If I've learned one thing in my first six months here at Insurance & Technology, it's that there is an excellent pizza place on 5th Avenue, just around the corner from my office. If I've learned two things though, the second, after pizza, would be that big-time insurers consider their catastrophe response efforts a top priority.Companies like Travelers, State Farm, Safeco and Farmers have all made news recently by innovating in the area, as they consider CAT response as place where they can establish competitive differentiation. After all, you can't underestimate the value of one neighbor -- frustrated by his insurance company's slow response to a claim -- looking over the fence at another neighbor that's insured by a competitor and has already been visited by a mobile technology-equipped claims adjuster and [possibly] issued a check on the spot.
Leveraging Technology at Chubb
Warren, N.J.-based Chubb Group of Insurance Companies ($14 billion in revenue, 2006) is the latest carrier to tout its CAT response capabilities. Last week, the insurer announced that 95-percent of its insurance customers affected by strong April storms in the Northeast United States were "very satisfied" with how their claims were handled, according to a survey. More than 29 percent of Chubb claimants from the April storms responded to the survey, which assessed promptness, service, claims submission ease, damage assessment satisfaction and settlement fairness.
"The integration of our service center, field resources and preferred vendor networks enable us to quickly assess the level of expertise needed to assist the customer and engage resources that can help mitigate loss, minimize customer inconvenience and move forward with repair and restoration," says William Turnbull, Chubb senior vice president, claims.
Turnbull credits Chubb's two call centers, located in Chesapeake, Va. and Phoenix, Ariz., with jump-starting the response process by effectively handling the dramatic spikes in claims activity that accompany a catastrophe. When a catastrophe can be anticipated, a dedicated catastrophe manager helps ensure that Chubb-trained field adjusters are among the first on the scene by pre-positioning them just outside of areas likely to be affected.
In the field, Turnbull says recent technology purchases are helping to mobilize adjusters and make them more efficient. New to Chubb field adjusters this year are GPS units and cellular modem cards. Approximately two years ago, the organization equipped its adjusters with pen tablet PCs. The company declined to discuss the specific vendors or products it uses.
Previous to the tablet PCs, adjuster used laptops, which proved too cumbersome for catastrophe response situations.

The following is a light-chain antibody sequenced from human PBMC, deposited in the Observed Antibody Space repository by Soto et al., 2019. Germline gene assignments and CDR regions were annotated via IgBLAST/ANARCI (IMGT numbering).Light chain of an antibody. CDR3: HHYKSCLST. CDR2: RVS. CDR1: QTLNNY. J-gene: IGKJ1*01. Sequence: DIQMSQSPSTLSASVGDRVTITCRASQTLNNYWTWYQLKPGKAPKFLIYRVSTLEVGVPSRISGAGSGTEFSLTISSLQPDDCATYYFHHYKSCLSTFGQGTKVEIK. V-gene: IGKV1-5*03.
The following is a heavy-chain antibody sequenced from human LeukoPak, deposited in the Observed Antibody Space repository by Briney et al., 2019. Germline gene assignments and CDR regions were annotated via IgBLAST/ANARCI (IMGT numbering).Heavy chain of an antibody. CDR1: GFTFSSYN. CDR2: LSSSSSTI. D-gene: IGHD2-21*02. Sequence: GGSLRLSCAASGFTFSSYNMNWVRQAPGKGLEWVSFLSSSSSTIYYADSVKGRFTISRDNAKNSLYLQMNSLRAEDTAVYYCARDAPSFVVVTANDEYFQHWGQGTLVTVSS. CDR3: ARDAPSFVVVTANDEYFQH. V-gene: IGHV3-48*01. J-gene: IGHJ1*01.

"Imagine walking around a loss site with a laptop," Turnbull explains. "It's like walking around with an open pizza box. It's difficult to balance, measure a loss and enter data via the keyboard."
The laptops forced Chubb adjusters to operate in two worlds at once -- a electronic world for data entry and a paper-based world for diagrams and note taking. "The pen-based tablet PCs enable adjusters to electronically capture text, data, handwritten notes and diagrams by writing directly on the computer screen with an electronic pen. It further enables the utilization of software that takes advantage of the streamlined nature of drop down menus for easy point and click entry of information," Turnbull says.
At the end of the day, Turnbull says that the technology Chubb has deployed helps field adjusters process claims more efficiently, which in turn enhances the company's retention rates and creates new customer acquisition opportunities.
And that brings me back to my original point: big insurers are making catastrophe response a priority, you need only to search the recent issues of I&T to find that to be true. Yet while there are many large insurers innovating in this space, regional carriers are making less noise. So, I guess I'm wondering if CAT response is less of a priority for smaller companies, because I don't think it's an issue of capability.
Plymouth Rock Assurance, for instance, is a Boston-based auto insurer with $302 million in annual written premium with an impressive mobile claims operation. Checks are issued on the spot and appraisers can upload images and appraisals back to office-based adjusters in a matter of minutes. If Plymouth Rock can do that, then a similarly sized insurer that offers a wider array of P&C products should be able to compete with the big guys when it comes to CAT response.
So why don't I hear about it? Maybe it's a matter of priorities. Or maybe I just need to spend more time looking for smaller carriers innovating in CAT response and less time at the pizza joint around the corner.Warren, N.J.-based Chubb Group of Insurance Companies ($14 billion in revenue, 2006) is the latest carrier to tout its CAT response capabilities. Last week, the insurer announced that 95-percent of its insurance customers affected by strong April storms in the Northeast United States were "very satisfied" with how their claims were handled, according to a survey.